Youth baseball pitchers throwing more than 100 innings in a calendar year are 3.5 times more likely to be so seriously injured as to require elbow or shoulder surgery or retirement due to injury, according to a new study by researchers at American Sports Medicine Institute published in the the American Journal of Sports Medicine.1
Supports new pitcher/catcher ban
Based on research suggesting that pitchers who also catch may be at increased risk of injury, Little League Baseball instituted a new rule in 2010 banning any pitcher who delivers 41 or more pitches in a game from going behind the plate to play catcher for the remainder of the day.
The new study appear to provide some support for such a ban. But, while it found that playing catcher appeared to double or triple a pitcher's risk of injury, the small number of injured players studied prevented a finding that the risk was statistically significant. Nevertheless, the authors concluded that playing both pitcher and catcherbe "discouraged."
Jury still out on curveballs
Researchers attempted to study the extent of the risk of serious injury from throwing curveballs before age 13 but, while the data seemed to show a slight increased risk associated with beginning to throw curveballs at a young age, the study had far too few participants to make a conclusive link. Thus, the true risk of serious injury from starting to throw curveballs at an early age, which has been the source of considerable debate and controversy over the years, is still unknown.
On the basis of its findings and a review of the literature, ASMI recommends:
- Pitchers in high school and younger should pitch no more than 100 innings in competition in any calendar year;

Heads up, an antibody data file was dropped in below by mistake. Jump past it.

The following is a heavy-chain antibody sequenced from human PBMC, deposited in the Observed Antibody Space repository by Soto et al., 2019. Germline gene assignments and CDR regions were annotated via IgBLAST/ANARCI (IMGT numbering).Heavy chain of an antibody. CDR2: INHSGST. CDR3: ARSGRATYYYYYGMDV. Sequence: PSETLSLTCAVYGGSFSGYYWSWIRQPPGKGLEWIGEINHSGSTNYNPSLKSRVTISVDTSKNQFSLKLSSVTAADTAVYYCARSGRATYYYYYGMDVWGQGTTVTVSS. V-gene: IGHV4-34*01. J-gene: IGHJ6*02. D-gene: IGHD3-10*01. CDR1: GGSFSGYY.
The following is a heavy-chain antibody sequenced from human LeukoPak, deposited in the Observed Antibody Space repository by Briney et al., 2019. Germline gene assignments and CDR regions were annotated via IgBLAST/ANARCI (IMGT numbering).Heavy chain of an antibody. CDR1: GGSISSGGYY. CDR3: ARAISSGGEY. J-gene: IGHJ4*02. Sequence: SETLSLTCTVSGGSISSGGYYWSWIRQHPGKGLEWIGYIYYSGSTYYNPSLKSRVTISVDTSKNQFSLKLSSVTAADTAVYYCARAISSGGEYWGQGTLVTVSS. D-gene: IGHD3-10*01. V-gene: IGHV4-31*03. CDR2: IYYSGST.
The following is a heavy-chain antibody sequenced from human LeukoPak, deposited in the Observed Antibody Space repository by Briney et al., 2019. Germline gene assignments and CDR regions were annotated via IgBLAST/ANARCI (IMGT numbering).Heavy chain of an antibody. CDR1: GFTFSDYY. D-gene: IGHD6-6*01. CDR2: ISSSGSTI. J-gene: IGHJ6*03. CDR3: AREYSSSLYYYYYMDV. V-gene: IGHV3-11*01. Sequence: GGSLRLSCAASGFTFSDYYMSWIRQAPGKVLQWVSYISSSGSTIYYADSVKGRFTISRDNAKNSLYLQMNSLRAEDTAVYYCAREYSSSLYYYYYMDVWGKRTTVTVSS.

- Young pitchers who have not developed should be limited to even fewer innings;
- No player should continue to pitch when fatigued; and
- While baseball players may play multiple positions, an individual should be discouraged from playing both pitcher and catcher.
Risks of unregulated travel ball
More and more youth baseball players play on multiple teams at the same time. While playing on multiple teams may give him/her a chance to develop his skills, and while the amount of pitching may be limited by league rule or the judgment of the coaches, playing on multiple teams with overlapping seasons increases the risk that he/she may end up exceeding Little League or USA Baseball pitch limits, or the 100-inning limit recommended by ASMI in the new study because of a lack of communication and coordination between coaches, who are likely to end up blaming each other if a child suffers an arm injury.
Parents should therefore remember that, if they let their child play on more than one team at once, or play baseball season after season, it is likely to be up to them, as their parent, to keep track of pitch counts, days off, and innings pitched, and to insist that the coaches not exceed those overall limits.
The new study's finding of substantially increased risk of serious injury when a pitcher exceeds 100 innings in a season recommended limit is of particular concern in the unregulated "travel ball" realm and the increasing frequency of young pitchers pitching for multiple teams in the same season, teams that may not be subject to USA Baseball or Little League rules and guidelines designed to protect young arms.
Posted December 8, 2010